Just within Phnom Penh, there is an old high school that had been turned into a prison (called Prison S-21) during these times to be used basically as an “execution center.” Today, this old site has been turned into the “Tuol Sleng Genocide Museum,” and now houses some former prison cells and beds, as well as rooms with information boards of the prison history and photos of many prisoners who were executed there. James and I visited this site, and learned that back during the period of the Khmer Rouge regime, these buildings were enclosed in electrified barbed wire, the classrooms converted into tiny prison and torture chambers, and all windows were covered with iron bars and barbed wire to prevent escapes. It is estimated that as many as 20,000 prisoners were killed here.
The sad thing about this all, is the majority of prisoners and those killed actually didn’t commit a crime: they were imprisoned or killed simply because they were educated, or if they were “suspected” of speaking out against the Khmer Rouge.
NOTE: if you have a sensitive system, or are easily shocked by details of human torture, then you may not want to read further…
Most prisoners at S-21 were held there for two to three months, routinely beaten and tortured with electric shocks, searing hot metal instruments and hanging, as well as through the use of various other devices. Prison guards would torture the prisoners to get them to “confess” to false crimes, or to name family members and friends who supposedly have spoken out against the regime (who were then also imprisoned or executed). Some prisoners were cut with knives or suffocated with plastic bags. Other methods for generating confessions included pulling out fingernails while pouring alcohol on the wounds, holding prisoner’s heads under water, or waterboarding; which is a form of torture in which water is poured over cloth covering the face and breathing passages of the captive, causing the individual to experience the sensation of drowning. Although many prisoners died from this kind of abuse, killing them outright was discouraged, since the Khmer Rouge needed their confessions. [If you want to read more about this prison, click here.]
Many prisoners that were held at Prison S-21 at some point were blindfolded and loaded into trucks and brought to a place called, “Choeung Ek,” or otherwise known as, “The Killing Fields” where they were then murdered and buried with piles of hundreds of other bodies. This area is about 10 miles outside of Phnom Penh, and James and I also visited this site as well. The grounds at this time are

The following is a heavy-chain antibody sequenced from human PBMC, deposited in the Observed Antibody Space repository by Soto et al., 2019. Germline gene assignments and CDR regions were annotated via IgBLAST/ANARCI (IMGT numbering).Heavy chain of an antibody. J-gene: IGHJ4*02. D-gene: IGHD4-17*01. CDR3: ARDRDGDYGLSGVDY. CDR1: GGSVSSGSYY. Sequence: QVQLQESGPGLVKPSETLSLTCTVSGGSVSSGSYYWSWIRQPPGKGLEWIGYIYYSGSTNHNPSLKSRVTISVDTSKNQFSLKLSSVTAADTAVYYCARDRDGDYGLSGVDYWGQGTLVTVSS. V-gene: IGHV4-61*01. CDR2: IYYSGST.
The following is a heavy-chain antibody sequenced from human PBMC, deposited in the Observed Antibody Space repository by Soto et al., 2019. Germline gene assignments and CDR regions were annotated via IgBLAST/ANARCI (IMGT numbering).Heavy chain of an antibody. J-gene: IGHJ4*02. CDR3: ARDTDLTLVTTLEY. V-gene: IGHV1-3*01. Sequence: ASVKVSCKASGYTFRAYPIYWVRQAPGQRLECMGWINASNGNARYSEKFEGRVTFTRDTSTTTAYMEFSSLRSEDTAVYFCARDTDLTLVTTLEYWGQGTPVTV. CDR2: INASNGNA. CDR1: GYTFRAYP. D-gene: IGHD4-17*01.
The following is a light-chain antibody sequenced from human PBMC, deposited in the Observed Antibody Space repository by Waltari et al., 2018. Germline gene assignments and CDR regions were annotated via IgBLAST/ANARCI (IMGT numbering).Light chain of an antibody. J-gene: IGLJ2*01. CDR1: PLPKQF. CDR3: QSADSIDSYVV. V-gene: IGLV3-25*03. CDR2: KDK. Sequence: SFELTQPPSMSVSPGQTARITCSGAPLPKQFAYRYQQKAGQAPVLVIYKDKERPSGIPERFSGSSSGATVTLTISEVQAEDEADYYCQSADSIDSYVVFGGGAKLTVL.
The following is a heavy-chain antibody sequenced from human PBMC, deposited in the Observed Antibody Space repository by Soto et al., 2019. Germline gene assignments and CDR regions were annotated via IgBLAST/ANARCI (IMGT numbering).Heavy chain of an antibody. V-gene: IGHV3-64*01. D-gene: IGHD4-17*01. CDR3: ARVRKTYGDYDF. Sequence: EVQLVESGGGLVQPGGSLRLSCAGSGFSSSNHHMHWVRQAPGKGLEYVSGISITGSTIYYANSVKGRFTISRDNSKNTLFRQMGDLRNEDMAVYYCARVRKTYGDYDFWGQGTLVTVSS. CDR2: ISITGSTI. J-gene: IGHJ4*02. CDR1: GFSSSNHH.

mostly grown over with grass and mainly consist of information boards, but the whole experience gives you a sad and eerie feeling. We were given audio guide devices with headsets when we arrived, and spent a couple hours at the site, sitting on park benches, and listening to the gruesome, horrific, and heartbreaking details of all that occurred in the surrounding fields. It was INCREDIBLY SHOCKING to look around us and listen to the appalling and gruesome details of what happened here only 35 years ago! What was even more disturbing is to learn that many of these mass graves in this area have not been excavated yet, so after heavy rainfalls, it is common for bones and clothing to rise to the surface!!!—due to the large number of bodies still buried in these shallow mass graves.
It’s all SO SICKENING. And we felt pretty depressed, sympathetic, and sickened as we learned about the past and visited these places around Phnom Penh.
So then the BIG question is: WHY????
Why does genocide like this happen??? As we read gruesome detail after gruesome detail, I was BAFFLED by all this human torture, lack of human regard, and I just couldn’t understand WHY or HOW anyone would or could commit these acts against other living, breathing human beings and think that it’s OK?? Not only did genocide happen in Cambodia; we also know about the Holocaust in Germany, the genocide in Rwanda in 1994, and Darfur in present day.